Need your input.

  1. I have a longtime friend, that recently broke her leg. Now it was only a hairline fx of the tibia, but it almost turned tragic. When she was discharged from the hospital, she wasn't given any Heparin, or Coumadin to offset potential blood clots. She was medically cleared to travel to Florida which she did with a couple of friends. She made the trip okay, but was feeling sick on the plane. She went to the bathroom, threw up and then felt fine. Later that day, she went shopping. That night the 3 of them went to a restaurant, and Jane said that she was feeling bloated, and if she could go to the bathroom she would feel better. One of the others went with her, and before Jane could get to the stall, she fell over unconscious, and not breathing. My friend Miriam and restaurant staff rushed in the restroom and called 911. They turned Jane over, and opened her airway, and she sat bolt upright and started talking coherently. The squad took her to the hospital, and she spent 5 days in ICU. turns out she had 2 BLOOD CLOTS!! 1 in her lung, and 1 in her heart!!! The doc said her heart was strong enough that it flushed the one in her heart out. She's fine now, and back home, but please tell me, when she got discharged with the original leg fx, shouldn't she have had prophylactic Coumadin or Heparin at least until the les started to knit together?? I just feel that the ball was really dropped here, and my friend could have died because of it. Am I wrong??
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  2. 10 Comments

  3. by   traumaRUs
    In the ER where I work - no we would not routinely anticoagulate a tibia fx.
  4. by   warrior woman
    Okay. I was just curious. Guess I'm just wound up because it's Jane. Thanks.
  5. by   FranEMTnurse
    Quote from warrior woman
    I have a longtime friend, that recently broke her leg. Now it was only a hairline fx of the tibia, but it almost turned tragic. When she was discharged from the hospital, she wasn't given any Heparin, or Coumadin to offset potential blood clots. She was medically cleared to travel to Florida which she did with a couple of friends. She made the trip okay, but was feeling sick on the plane. She went to the bathroom, threw up and then felt fine. Later that day, she went shopping. That night the 3 of them went to a restaurant, and Jane said that she was feeling bloated, and if she could go to the bathroom she would feel better. One of the others went with her, and before Jane could get to the stall, she fell over unconscious, and not breathing. My friend Miriam and restaurant staff rushed in the restroom and called 911. They turned Jane over, and opened her airway, and she sat bolt upright and started talking coherently. The squad took her to the hospital, and she spent 5 days in ICU. turns out she had 2 BLOOD CLOTS!! 1 in her lung, and 1 in her heart!!! The doc said her heart was strong enough that it flushed the one in her heart out. She's fine now, and back home, but please tell me, when she got discharged with the original leg fx, shouldn't she have had prophylactic Coumadin or Heparin at least until the les started to knit together?? I just feel that the ball was really dropped here, and my friend could have died because of it. Am I wrong??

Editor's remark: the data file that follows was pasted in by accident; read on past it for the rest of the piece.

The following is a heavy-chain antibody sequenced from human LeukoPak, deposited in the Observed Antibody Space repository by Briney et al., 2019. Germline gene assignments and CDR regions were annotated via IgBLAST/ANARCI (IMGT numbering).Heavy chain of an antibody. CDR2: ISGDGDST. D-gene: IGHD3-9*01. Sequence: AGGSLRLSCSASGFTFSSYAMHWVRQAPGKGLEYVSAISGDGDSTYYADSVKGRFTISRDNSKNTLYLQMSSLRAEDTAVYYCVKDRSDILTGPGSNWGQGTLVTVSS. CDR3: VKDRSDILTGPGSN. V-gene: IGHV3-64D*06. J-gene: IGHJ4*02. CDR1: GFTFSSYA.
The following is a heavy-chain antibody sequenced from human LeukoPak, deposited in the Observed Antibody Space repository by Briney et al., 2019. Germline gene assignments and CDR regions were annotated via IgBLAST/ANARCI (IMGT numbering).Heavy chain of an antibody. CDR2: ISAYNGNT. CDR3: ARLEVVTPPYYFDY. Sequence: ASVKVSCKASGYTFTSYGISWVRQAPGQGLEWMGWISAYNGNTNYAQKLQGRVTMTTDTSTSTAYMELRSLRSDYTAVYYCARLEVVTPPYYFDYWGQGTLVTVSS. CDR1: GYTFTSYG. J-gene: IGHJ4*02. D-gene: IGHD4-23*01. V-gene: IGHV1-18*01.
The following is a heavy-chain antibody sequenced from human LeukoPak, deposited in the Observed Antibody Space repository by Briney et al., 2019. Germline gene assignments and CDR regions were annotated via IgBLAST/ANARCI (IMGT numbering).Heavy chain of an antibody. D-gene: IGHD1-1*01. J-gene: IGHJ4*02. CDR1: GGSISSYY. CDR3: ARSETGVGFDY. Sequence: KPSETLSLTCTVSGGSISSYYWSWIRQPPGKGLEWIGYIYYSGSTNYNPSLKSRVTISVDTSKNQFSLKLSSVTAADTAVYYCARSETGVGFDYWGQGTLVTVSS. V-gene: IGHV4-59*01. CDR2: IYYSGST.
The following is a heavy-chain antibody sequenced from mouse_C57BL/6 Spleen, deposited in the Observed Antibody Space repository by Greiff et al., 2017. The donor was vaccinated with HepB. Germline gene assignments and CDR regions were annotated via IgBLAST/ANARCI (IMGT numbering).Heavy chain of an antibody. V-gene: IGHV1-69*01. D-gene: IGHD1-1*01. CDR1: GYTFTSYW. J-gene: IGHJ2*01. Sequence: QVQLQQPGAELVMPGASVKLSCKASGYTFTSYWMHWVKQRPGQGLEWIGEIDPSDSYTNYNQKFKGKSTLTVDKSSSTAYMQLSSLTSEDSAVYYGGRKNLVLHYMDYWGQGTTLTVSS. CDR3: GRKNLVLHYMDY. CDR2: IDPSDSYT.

And yet here in our local hospital, they do place a patient who has had a compound fracture on coumadin. My friend and neighbor had to take is last year, but her leg was fractured in 4 places.
  6. by   warrior woman
    I'm just wondering if she should have gotten a blood clot from a simple leg fx.
  7. by   VivaLasViejas
    Where I work, Coumadin is given prophylactically to our lower-extremity fracture patients of all ages (well, I don't know about peds, but all of our adult pts. receive it). Also to those w/ multiple fx and of course ortho surgeries, barring any allergies or contraindications (such as epidurals!).
  8. by   warrior woman
    So Marla did Jane's ortho doc miss the mark by not prescribing it prophylactically?? Or am I just reading too much into this??
  9. by   kids
    Generally anticoagulation is needed due to immobility. If she is able to be up, out and about I would be more inclined the clots were a result of either her flight to Florida, or the long ride if she didn't fly. Sometimes completely health people develope clots from the immobility during travel.
    Last edit by kids on Jun 22, '04
  10. by   warrior woman
    Okay. That helps to know. Thanks Kids r Fun. Any more mew pics of Dylan yet??
  11. by   VivaLasViejas
    Actually, Theresa, I don't know that the ball was dropped here, although I do NOT think she should have been cleared to take a long trip like that, at least not without being strongly cautioned about the possibility of developing clots and given information about how to prevent them. I don't know how many people I've talked to about this very thing, including my own family, and we're talking about healthy people, not those with long-bone fractures (no matter how "hairline" it is, long-bone fractures are not something to be taken lightly). DVT is so common that they even have ads on TV now advising people how to prevent it........I'm surprised that your friend wasn't told NOT to take this trip, or at the very least given a handful of information on what to do to prevent clot formation and a list of symptoms to watch for. I'm glad she's OK, though.........just goes to show it can happen to anyone. A cautionary tale, indeed.
  12. by   warrior woman
    Thanks Marla. There was a lot of praying and tears involved until it was discovered she was gonna be okay. She's home now.

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